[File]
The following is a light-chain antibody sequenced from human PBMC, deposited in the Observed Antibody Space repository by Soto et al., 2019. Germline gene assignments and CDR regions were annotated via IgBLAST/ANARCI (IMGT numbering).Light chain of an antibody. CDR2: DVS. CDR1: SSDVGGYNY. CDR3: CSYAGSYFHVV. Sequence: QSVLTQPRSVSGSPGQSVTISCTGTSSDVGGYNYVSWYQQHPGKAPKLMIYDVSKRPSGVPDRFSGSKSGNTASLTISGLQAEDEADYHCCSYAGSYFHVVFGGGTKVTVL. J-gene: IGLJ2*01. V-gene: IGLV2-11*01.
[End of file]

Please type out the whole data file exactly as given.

The following is a light-chain antibody sequenced from human PBMC, deposited in the Observed Antibody Space repository by Soto et al., 2019. Germline gene assignments and CDR regions were annotated via IgBLAST/ANARCI (IMGT numbering).Light chain of an antibody. CDR2: DVS. CDR1: SSDVGGYNY. CDR3: CSYAGSYFHVV. Sequence: QSVLTQPRSVSGSPGQSVTISCTGTSSDVGGYNYVSWYQQHPGKAPKLMIYDVSKRPSGVPDRFSGSKSGNTASLTISGLQAEDEADYHCCSYAGSYFHVVFGGGTKVTVL. J-gene: IGLJ2*01. V-gene: IGLV2-11*01.